By Randall Osborne
West Coast Editor
Aiming for pivotal studies with its cholera vaccine in the first half of next year, Avant Therapeutics Inc. said Phase IIb results with the oral Peru-15 product showed 100 percent protection against moderate to severe diarrhea associated with the disease.
The study was conducted in 59 volunteers to whom live Vibrio cholerae bacteria were administered. Ninety-three percent of subjects had no diarrhea at all, and the only noted side effects were mild headaches and abdominal cramps.
¿There¿s no need to sit here arguing about endpoints,¿ said Una Ryan, president and CEO of Needham, Mass.-based Avant. ¿You either have cholera or you don¿t. I¿m kind of glad I wasn¿t one of the volunteers,¿ she added.
In the study¿s first part, 40 volunteers got Peru-15 and the remainder got placebo. All but one of the treated subjects achieved the protocol definition of seroconversion for Inaba vibriocidal antibodies. The one who didn¿t had an atypically high baseline antibody titer. None of the placebo recipients achieved seroconversion.
In the second part, 36 volunteers agreed to return for a dose of live bacteria. Of these, 24 got vaccine and 12 got placebo. It was among these subjects that the favorable results against diarrhea were shown, along with favorable other parameters for vaccine efficacy. The number of diarrheal stools went down in vaccinated subjects, as did stool weight, fever and peak stool V. cholerae excretion, with no serious adverse events.
¿The amazing thing is that people had the confidence to come back and be challenged,¿ Ryan told BioWorld Today. ¿There isn¿t a good cholera vaccine, so the [Centers for Disease Control] doesn¿t even recommend vaccination to travelers.¿
Diarrhea of any severity was reported by one subject in the trials who received vaccine, and seven placebo recipients, hence about 93 percent protection with the Avant product.
Peru-15, developed using technology licensed from Harvard Medical School, deploys a live, attenuated mutant of V. cholerae O1 biotype El Tor, created through genetic engineering techniques to delete genes that encode cholera toxin. The nontoxic cholera toxin B-subunit gene was reintroduced into the bacterium, after which researchers screened for non-motile mutants of the engineered V. cholerae.
While Peru-15 targets the common O1 strain of V. cholerae, Avant also has developed a vaccine against the O139 strain, incidence of which is increasing.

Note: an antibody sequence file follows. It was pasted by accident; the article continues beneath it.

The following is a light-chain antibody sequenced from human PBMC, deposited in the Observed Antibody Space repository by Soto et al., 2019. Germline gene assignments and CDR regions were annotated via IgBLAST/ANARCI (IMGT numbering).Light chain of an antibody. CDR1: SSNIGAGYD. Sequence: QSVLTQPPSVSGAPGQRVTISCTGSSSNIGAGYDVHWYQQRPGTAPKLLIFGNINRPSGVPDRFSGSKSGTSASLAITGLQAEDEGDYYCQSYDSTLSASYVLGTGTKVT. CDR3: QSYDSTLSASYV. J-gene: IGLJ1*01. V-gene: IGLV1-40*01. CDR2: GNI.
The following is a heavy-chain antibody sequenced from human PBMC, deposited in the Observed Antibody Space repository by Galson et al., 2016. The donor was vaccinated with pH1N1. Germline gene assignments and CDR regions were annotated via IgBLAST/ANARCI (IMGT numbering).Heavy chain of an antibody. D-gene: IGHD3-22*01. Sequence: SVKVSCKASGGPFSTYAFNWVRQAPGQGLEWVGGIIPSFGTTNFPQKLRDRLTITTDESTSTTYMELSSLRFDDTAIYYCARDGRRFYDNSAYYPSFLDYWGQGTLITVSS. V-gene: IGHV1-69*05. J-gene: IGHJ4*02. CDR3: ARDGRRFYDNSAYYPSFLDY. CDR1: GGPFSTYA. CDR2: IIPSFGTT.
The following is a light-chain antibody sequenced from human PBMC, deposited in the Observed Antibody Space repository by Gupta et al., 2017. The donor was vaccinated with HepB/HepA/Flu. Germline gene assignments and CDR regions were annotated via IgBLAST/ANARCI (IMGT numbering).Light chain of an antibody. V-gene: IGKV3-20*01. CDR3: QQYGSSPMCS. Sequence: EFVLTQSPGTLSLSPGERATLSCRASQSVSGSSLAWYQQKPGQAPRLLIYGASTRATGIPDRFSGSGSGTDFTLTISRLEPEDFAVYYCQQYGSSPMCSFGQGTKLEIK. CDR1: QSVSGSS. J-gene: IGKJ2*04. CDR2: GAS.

¿If that should become a global pandemic ¿ and these things do sweep across the world ¿ we¿re ready with that one in the wings, but we haven¿t put it into manufacturing,¿ Ryan said.
Though rare in the U.S., cholera is becoming endemic in many countries in Latin America, Asia and Africa, and the current cholera pandemic, which started 40 years ago, is caused by the strain against which Peru-15 is engineered. Currently marketed vaccines, by comparison, provide only 65 percent to 80 percent protection.
¿I don¿t know what the FDA will require us to do as a size of [pivotal] study, but the vaccine is for travelers, healthy American and European travelers going to areas where cholera is endemic, so we believe efficacy could be shown with a similar study,¿ Ryan said. ¿We¿re ready to do the same thing again this time next year.¿
Peru-15¿s main benefits are that it¿s oral, uses live attenuated virus, and has a quick mode of action, Ryan said.
¿Most everybody would rather take something than bare themselves for a series of shots,¿ Ryan said. ¿You jump on your plane, take a swig of your vaccine, and you¿re on your way.¿ Tests have shown efficacy at seven to 10 days, she said, ¿but it¿s probably fair to say there¿s some protection at five days. There¿s a very nice high-end market we could access through travel clinics,¿ she added, noting that the market for treating bacterially caused diarrhea is expected to reach $1 billion by 2005.
Avant also has a typhoid vaccine, Ty800, which has completed Phase I/II trials. In preclinical study is a Shigella sonnei vaccine, aimed at the strain of Shigella most often suffered by travelers.
The company also said late Monday it has entered into a manufacturing deal with Bio Sidus SA, of Buenos Aires, Argentina, for production of Peru-15. Terms were not disclosed.
¿We¿ve really got all our ducks in a row,¿ Ryan said.
News of the cholera trial results was released after the market closed Monday. The company¿s stock (NASDAQ:AVAN) ended Monday at $5, up 33 cents.